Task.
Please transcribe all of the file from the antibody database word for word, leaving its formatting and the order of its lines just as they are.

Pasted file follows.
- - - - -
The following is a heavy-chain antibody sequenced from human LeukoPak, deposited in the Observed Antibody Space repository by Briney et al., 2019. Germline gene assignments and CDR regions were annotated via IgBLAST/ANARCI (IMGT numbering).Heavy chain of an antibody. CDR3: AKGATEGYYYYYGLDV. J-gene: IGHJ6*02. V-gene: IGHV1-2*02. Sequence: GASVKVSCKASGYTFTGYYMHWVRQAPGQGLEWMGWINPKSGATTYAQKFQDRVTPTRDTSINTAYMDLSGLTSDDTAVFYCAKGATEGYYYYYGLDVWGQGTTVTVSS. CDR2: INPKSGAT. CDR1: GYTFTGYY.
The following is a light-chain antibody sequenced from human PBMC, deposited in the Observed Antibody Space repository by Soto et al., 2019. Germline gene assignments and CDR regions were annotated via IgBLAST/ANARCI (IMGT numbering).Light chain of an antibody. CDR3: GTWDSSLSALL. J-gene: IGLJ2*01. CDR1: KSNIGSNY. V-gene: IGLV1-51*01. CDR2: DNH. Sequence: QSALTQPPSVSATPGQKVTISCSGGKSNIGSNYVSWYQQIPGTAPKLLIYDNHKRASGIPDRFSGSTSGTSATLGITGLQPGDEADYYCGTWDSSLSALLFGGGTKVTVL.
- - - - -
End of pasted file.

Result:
The following is a heavy-chain antibody sequenced from human LeukoPak, deposited in the Observed Antibody Space repository by Briney et al., 2019. Germline gene assignments and CDR regions were annotated via IgBLAST/ANARCI (IMGT numbering).Heavy chain of an antibody. CDR3: AKGATEGYYYYYGLDV. J-gene: IGHJ6*02. V-gene: IGHV1-2*02. Sequence: GASVKVSCKASGYTFTGYYMHWVRQAPGQGLEWMGWINPKSGATTYAQKFQDRVTPTRDTSINTAYMDLSGLTSDDTAVFYCAKGATEGYYYYYGLDVWGQGTTVTVSS. CDR2: INPKSGAT. CDR1: GYTFTGYY.
The following is a light-chain antibody sequenced from human PBMC, deposited in the Observed Antibody Space repository by Soto et al., 2019. Germline gene assignments and CDR regions were annotated via IgBLAST/ANARCI (IMGT numbering).Light chain of an antibody. CDR3: GTWDSSLSALL. J-gene: IGLJ2*01. CDR1: KSNIGSNY. V-gene: IGLV1-51*01. CDR2: DNH. Sequence: QSALTQPPSVSATPGQKVTISCSGGKSNIGSNYVSWYQQIPGTAPKLLIYDNHKRASGIPDRFSGSTSGTSATLGITGLQPGDEADYYCGTWDSSLSALLFGGGTKVTVL.